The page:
Reversing course after shakeup, San Francisco school board votes to keep controversial George Washington murals on view

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A mural depicting scenes from George Washington’s life that became a lightning rod for controversy will remain on view in a San Francisco high school, following a vote by the city’s school board. The decision last Wednesday marks a reversal of a 2019 vote to cover up the painting, which some have called violent and racist, a move that drew accusations of censorship.

Titled Life of Washington, the 1934 mural lines the entryway of George Washington High School and consists of 13 panels. Three have ignited heated debate for portrayals of enslaved people at Mount Vernon, a Native American with a scalp on his belt and a dead Native American at Washington’s feet. The 1,600-sq.-ft work was painted by Victor Arnautoff, a Russian immigrant who was commissioned by the Works Progress Administration, and has been seen by some as being critical of Washington and the United States’ founding myths.

An updated press release from George Washington High School Alumni Association (GWHSAA), which has supported the frescoes’ continued display, describes them as “the largest surviving works by Victor Arnautoff, an avowed leftist who wanted to show the truth about Washington as a conflicted man who accomplished great things but was grounded in the twin sins of early America—slavery and oppression of Native Americans, aspects of United States history which were not discussed in high school texts of the time. His later mosaics on the exteriors of buildings in Mariupol, Ukraine, may have been destroyed in the Russian invasion of 2022”.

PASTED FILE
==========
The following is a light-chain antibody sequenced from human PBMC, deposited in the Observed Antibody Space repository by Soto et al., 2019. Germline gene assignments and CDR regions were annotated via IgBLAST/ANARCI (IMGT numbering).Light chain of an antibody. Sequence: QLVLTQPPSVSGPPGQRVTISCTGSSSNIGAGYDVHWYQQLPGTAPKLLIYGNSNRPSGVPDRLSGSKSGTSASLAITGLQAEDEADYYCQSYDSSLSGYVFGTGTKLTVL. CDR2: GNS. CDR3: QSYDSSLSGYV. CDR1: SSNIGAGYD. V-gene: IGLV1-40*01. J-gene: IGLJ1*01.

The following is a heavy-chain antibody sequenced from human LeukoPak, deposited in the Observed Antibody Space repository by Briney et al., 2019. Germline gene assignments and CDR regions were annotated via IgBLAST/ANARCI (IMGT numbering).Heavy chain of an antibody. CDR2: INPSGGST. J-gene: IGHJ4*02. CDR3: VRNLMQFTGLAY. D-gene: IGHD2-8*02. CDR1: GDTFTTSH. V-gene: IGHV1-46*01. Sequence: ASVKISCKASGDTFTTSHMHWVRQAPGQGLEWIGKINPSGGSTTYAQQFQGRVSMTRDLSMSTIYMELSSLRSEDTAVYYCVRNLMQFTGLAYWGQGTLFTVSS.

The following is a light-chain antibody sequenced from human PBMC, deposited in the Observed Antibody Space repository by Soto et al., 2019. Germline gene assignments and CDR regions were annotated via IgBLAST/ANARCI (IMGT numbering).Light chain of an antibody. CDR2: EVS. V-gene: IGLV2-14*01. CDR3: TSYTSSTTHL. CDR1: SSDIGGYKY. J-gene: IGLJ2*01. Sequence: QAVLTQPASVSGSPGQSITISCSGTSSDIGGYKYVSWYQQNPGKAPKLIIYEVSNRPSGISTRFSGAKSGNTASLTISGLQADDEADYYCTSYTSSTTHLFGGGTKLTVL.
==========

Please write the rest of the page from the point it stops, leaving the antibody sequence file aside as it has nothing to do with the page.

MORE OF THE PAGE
Academics and art historians have also rallied for the work to stay, with more than 400 prominent figures signing a letter advocating for its preservation. Still others, particularly many Black and Native members of the community, have argued that the imagery is traumatic and commemorates the triumphs of settler colonialism. Paloma Flores, a member of the Pit-River Nation and former coordinator of the school’s Indian Education Program, told the New York Times in 2019 that Arnautoff’s “intent no longer matters”, adding that the murals “glorify the white man’s role and dismiss the humanity of other people who are still alive”.

In 1968 and 1969, the school’s Black Student Union protested the depiction of enslaved people, which led the school board to hire Dewey Crumpler, a Black artist, to paint additional murals on campus that reflect the experiences of people of colour. But backlash erupted again in 2018 amid a nationwide reckoning over the fate of statues, monuments and other works that commemorate Confederate history. The following year, the board voted unanimously to paint over the murals, with then-vice president Mark Sanchez describing the gesture as “reparations”; members later changed course and decided to cover up the panels.

The issue was also challenged in court in a suit filed by GWHSAA against the board and the school district. A state judge eventually ruled that the district violated California laws by failing to conduct an environmental review of their course of action prior to voting on the mural’s fate.

Wednesday’s 4-3 vote comes four months after a heated recall board election—the city’s first in nearly four decades—in which voters ousted three members, one of whom had voted in 2019 to cover the painting. Debate over the fate of Arnautoff’s works may still arise, but “it is unlikely that the current BoE will initiate new proposals in the near future for removing the murals”, GWHSAA’s press release states. The alumni group now intends to pursue solutions it has previously proposed to further protect the New Deal-era work, including developing permanent signage for it and updating murals-related curricula so it can be used as an appropriate teaching tool.

“If additional issues detrimental to the murals materialise, there are options for future actions citing the California Preservation Act (CAPA) and/or federal Visual Artists Rights Act (VARA) or other relevant statutes governing public art preservation,” it notes.

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